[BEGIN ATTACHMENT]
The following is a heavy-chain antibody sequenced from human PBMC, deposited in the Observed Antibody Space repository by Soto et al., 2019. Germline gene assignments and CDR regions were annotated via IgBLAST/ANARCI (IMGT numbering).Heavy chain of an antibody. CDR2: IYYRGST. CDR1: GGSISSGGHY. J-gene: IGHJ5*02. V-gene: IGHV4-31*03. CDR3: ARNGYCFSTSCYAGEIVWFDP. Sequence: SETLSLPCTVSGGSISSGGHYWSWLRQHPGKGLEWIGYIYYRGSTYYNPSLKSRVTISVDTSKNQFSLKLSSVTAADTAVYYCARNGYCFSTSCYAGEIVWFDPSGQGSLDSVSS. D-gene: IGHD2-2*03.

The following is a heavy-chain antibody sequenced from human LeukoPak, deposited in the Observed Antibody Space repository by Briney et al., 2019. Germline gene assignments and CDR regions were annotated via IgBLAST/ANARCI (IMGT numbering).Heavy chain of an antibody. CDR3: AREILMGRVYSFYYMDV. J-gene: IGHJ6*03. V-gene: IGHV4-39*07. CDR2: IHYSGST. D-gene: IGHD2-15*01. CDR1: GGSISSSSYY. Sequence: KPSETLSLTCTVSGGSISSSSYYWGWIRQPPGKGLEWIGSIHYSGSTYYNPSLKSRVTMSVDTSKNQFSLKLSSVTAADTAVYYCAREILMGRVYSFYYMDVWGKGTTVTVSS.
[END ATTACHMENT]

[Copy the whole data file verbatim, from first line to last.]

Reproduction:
The following is a heavy-chain antibody sequenced from human PBMC, deposited in the Observed Antibody Space repository by Soto et al., 2019. Germline gene assignments and CDR regions were annotated via IgBLAST/ANARCI (IMGT numbering).Heavy chain of an antibody. CDR2: IYYRGST. CDR1: GGSISSGGHY. J-gene: IGHJ5*02. V-gene: IGHV4-31*03. CDR3: ARNGYCFSTSCYAGEIVWFDP. Sequence: SETLSLPCTVSGGSISSGGHYWSWLRQHPGKGLEWIGYIYYRGSTYYNPSLKSRVTISVDTSKNQFSLKLSSVTAADTAVYYCARNGYCFSTSCYAGEIVWFDPSGQGSLDSVSS. D-gene: IGHD2-2*03.

The following is a heavy-chain antibody sequenced from human LeukoPak, deposited in the Observed Antibody Space repository by Briney et al., 2019. Germline gene assignments and CDR regions were annotated via IgBLAST/ANARCI (IMGT numbering).Heavy chain of an antibody. CDR3: AREILMGRVYSFYYMDV. J-gene: IGHJ6*03. V-gene: IGHV4-39*07. CDR2: IHYSGST. D-gene: IGHD2-15*01. CDR1: GGSISSSSYY. Sequence: KPSETLSLTCTVSGGSISSSSYYWGWIRQPPGKGLEWIGSIHYSGSTYYNPSLKSRVTMSVDTSKNQFSLKLSSVTAADTAVYYCAREILMGRVYSFYYMDVWGKGTTVTVSS.